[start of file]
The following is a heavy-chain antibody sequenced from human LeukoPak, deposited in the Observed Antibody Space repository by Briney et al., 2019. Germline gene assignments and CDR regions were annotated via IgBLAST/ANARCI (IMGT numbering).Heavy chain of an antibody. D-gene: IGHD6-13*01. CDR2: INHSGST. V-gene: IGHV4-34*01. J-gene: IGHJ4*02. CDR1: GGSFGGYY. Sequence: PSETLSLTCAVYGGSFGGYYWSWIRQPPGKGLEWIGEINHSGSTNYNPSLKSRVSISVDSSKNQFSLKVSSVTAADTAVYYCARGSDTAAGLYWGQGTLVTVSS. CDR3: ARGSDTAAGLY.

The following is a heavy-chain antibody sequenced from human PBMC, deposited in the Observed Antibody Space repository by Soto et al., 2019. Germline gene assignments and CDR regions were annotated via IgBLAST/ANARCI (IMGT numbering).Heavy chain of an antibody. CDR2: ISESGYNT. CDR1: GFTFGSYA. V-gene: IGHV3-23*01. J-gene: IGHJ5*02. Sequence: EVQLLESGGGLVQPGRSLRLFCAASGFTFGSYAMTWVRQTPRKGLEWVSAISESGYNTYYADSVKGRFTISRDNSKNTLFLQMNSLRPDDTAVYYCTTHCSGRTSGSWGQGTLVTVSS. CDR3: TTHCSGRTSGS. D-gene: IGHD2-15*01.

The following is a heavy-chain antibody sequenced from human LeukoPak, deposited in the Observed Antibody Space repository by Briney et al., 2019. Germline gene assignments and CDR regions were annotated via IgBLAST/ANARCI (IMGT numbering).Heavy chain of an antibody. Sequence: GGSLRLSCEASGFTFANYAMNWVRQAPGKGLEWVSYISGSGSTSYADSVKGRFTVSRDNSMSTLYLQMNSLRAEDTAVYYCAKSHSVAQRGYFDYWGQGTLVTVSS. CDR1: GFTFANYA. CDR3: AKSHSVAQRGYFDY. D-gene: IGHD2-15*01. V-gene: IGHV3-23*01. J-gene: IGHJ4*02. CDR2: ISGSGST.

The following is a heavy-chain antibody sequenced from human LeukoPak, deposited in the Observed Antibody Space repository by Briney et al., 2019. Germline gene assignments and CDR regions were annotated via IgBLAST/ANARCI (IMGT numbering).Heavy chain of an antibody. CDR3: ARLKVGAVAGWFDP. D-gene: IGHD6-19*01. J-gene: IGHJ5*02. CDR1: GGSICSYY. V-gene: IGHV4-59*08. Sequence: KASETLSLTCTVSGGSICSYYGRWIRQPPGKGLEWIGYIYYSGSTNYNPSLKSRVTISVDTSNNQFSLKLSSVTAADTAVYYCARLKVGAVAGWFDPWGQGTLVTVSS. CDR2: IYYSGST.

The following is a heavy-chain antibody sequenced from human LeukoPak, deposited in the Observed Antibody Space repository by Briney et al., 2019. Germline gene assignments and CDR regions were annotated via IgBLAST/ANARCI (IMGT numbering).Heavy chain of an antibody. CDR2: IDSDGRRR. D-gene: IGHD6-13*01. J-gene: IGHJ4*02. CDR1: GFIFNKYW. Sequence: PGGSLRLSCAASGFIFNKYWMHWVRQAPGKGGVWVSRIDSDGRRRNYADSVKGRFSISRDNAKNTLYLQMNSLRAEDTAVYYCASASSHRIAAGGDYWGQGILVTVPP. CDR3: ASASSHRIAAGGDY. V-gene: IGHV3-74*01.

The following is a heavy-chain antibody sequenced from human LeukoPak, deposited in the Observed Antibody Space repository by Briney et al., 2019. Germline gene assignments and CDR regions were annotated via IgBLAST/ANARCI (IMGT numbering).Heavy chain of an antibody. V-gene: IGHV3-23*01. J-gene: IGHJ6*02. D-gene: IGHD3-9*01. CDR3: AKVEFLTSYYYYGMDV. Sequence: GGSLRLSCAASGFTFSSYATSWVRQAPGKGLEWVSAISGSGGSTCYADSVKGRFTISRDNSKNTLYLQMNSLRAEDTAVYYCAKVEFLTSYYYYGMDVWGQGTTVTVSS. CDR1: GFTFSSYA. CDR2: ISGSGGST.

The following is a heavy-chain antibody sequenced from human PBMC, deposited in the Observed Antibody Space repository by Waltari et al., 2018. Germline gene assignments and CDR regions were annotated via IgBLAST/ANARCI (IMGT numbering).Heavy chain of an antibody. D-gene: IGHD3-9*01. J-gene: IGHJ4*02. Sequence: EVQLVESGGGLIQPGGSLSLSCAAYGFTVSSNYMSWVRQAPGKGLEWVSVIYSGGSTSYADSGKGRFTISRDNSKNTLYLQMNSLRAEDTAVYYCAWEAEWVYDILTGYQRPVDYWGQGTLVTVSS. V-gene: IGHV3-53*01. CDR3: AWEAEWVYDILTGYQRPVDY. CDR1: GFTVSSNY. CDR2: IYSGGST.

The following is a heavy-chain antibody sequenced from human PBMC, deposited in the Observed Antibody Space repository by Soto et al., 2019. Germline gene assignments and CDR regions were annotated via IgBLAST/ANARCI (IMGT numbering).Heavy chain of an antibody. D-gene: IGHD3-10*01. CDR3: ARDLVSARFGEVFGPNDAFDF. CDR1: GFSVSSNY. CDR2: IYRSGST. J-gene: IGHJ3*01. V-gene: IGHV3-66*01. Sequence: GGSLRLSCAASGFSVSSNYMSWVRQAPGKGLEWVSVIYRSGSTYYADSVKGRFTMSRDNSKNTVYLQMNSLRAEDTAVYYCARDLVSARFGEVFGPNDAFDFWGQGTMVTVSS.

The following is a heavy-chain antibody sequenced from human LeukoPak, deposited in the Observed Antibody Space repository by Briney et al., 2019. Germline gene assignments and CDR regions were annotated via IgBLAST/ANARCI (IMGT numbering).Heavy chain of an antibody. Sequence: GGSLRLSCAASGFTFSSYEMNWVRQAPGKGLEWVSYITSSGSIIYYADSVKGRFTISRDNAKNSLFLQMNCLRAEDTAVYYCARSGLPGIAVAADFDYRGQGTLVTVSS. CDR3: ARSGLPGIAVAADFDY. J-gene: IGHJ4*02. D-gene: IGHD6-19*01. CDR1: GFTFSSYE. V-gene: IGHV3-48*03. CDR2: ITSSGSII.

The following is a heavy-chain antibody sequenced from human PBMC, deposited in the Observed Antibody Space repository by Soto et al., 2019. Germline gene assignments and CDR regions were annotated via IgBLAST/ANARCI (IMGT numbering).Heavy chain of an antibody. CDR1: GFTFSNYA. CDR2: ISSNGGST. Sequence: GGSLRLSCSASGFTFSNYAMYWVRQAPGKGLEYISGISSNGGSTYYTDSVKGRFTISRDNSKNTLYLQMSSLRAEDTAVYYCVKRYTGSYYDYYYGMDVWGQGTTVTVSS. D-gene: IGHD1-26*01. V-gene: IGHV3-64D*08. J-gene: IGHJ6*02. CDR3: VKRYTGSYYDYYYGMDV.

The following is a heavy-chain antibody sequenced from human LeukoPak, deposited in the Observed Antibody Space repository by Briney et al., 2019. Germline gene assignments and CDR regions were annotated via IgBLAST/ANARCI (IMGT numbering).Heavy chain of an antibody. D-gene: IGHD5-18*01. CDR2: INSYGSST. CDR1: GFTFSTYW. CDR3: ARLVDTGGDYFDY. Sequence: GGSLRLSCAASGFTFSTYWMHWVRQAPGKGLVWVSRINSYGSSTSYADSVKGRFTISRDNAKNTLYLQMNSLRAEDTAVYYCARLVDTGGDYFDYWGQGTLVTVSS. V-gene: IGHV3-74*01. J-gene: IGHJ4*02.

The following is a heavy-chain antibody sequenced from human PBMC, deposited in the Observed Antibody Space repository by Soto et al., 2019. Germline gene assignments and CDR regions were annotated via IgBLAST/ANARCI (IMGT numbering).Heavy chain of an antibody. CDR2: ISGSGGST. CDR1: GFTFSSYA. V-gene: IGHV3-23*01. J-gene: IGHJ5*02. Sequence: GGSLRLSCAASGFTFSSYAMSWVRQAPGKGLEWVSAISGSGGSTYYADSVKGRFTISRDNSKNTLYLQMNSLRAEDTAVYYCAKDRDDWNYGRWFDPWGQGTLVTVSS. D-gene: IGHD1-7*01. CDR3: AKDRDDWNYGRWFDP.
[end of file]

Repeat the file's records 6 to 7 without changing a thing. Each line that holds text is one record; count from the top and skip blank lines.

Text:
The following is a heavy-chain antibody sequenced from human LeukoPak, deposited in the Observed Antibody Space repository by Briney et al., 2019. Germline gene assignments and CDR regions were annotated via IgBLAST/ANARCI (IMGT numbering).Heavy chain of an antibody. V-gene: IGHV3-23*01. J-gene: IGHJ6*02. D-gene: IGHD3-9*01. CDR3: AKVEFLTSYYYYGMDV. Sequence: GGSLRLSCAASGFTFSSYATSWVRQAPGKGLEWVSAISGSGGSTCYADSVKGRFTISRDNSKNTLYLQMNSLRAEDTAVYYCAKVEFLTSYYYYGMDVWGQGTTVTVSS. CDR1: GFTFSSYA. CDR2: ISGSGGST.

The following is a heavy-chain antibody sequenced from human PBMC, deposited in the Observed Antibody Space repository by Waltari et al., 2018. Germline gene assignments and CDR regions were annotated via IgBLAST/ANARCI (IMGT numbering).Heavy chain of an antibody. D-gene: IGHD3-9*01. J-gene: IGHJ4*02. Sequence: EVQLVESGGGLIQPGGSLSLSCAAYGFTVSSNYMSWVRQAPGKGLEWVSVIYSGGSTSYADSGKGRFTISRDNSKNTLYLQMNSLRAEDTAVYYCAWEAEWVYDILTGYQRPVDYWGQGTLVTVSS. V-gene: IGHV3-53*01. CDR3: AWEAEWVYDILTGYQRPVDY. CDR1: GFTVSSNY. CDR2: IYSGGST.